On the News Corp conference call last night, Murdoch hammered home our point about why the New York Times (NYT) should charge an online subscription fee.
Murdoch noted that the Wall Street Journal, which charges a subscription fee, generated $120 million of online ad revenue last year. The New York Times, which doesn’t charge, only generated about $150-$175 million (our estimate).
Combining the two fees, the Wall Street Journal is the larger online business. It also doesn’t have to slash its ad prices because it has a huge glut of online inventory, the way the New York Times does. It is more insulated from ad depressions like the one we’re enduring. And it has a valuable paid relationship with a million subscribers who it may be able to sell additional services to.
Again, we are NOT recommending that the New York Times block all access to all its content. We are recommending a hybrid strategy, like the Wall Street Journal’s.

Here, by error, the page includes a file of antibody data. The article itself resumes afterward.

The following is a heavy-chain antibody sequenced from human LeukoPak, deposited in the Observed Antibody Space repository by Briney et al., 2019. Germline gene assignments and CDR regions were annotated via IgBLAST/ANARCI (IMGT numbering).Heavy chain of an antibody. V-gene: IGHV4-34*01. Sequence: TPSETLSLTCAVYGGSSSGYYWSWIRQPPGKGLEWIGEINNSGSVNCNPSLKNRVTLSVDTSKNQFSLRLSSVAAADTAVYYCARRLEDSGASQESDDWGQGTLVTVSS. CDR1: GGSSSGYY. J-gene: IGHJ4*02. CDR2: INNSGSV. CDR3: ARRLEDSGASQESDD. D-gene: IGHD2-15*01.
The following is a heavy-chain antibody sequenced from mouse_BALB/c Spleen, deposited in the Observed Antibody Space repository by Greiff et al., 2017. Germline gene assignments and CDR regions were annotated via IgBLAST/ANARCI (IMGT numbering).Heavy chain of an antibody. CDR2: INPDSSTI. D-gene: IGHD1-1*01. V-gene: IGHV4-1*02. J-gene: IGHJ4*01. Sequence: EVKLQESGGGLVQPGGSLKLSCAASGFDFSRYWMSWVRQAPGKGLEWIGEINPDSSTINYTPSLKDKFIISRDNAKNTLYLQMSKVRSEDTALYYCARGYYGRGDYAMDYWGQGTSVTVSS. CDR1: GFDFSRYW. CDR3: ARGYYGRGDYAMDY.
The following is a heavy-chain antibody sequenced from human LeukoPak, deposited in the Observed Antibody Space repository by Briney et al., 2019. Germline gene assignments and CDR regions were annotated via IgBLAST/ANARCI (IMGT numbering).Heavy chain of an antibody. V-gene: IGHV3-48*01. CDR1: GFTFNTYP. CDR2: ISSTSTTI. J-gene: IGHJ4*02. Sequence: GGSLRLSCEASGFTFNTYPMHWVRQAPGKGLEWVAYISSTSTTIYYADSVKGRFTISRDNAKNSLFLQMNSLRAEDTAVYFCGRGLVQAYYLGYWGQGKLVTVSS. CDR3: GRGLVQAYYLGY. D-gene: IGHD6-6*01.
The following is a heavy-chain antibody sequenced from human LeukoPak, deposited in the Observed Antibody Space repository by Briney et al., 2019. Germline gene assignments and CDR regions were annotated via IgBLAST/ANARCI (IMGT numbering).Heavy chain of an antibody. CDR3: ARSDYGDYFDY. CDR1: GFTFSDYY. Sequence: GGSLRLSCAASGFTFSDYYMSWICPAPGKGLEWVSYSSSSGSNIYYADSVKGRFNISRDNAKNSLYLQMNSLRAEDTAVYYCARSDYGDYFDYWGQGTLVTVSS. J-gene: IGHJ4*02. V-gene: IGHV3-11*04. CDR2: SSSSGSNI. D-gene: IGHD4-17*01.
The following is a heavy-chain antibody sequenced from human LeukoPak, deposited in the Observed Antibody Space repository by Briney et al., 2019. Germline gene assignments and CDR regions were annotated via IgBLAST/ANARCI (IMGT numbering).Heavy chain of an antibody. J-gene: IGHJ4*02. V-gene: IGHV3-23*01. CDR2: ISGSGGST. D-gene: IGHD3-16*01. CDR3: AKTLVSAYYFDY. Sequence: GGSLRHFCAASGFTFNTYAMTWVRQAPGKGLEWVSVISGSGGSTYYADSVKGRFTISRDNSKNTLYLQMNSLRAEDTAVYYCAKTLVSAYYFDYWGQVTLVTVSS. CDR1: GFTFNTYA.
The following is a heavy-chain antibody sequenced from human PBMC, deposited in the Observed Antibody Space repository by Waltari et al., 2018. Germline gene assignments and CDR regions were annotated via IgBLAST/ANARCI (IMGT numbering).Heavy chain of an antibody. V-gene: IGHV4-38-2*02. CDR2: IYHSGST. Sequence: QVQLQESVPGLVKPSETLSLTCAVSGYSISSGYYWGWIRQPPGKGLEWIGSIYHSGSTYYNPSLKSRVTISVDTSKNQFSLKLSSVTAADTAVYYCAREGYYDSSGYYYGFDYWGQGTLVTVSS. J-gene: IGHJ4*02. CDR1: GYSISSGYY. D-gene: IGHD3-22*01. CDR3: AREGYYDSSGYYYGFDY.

We’ve already noted that the Wall Street Journal has half as much traffic as the New York Times, despite having an $80/year pay wall. Why? Because the WSJ implemented its subscription fee brilliantly: WSJ.com offers some content for free, and the whole site is still fully searchable by Google. Readers can access pieces of Wall Street Journal content for free all across the Internet. They can also access some free stuff on WSJ.com. If they want to read the Wall Street Journal, though, they need to pony up, and about 1 million of them do.
For more detail on why the New York Times should charge, see Our Plan To Save The New York Times
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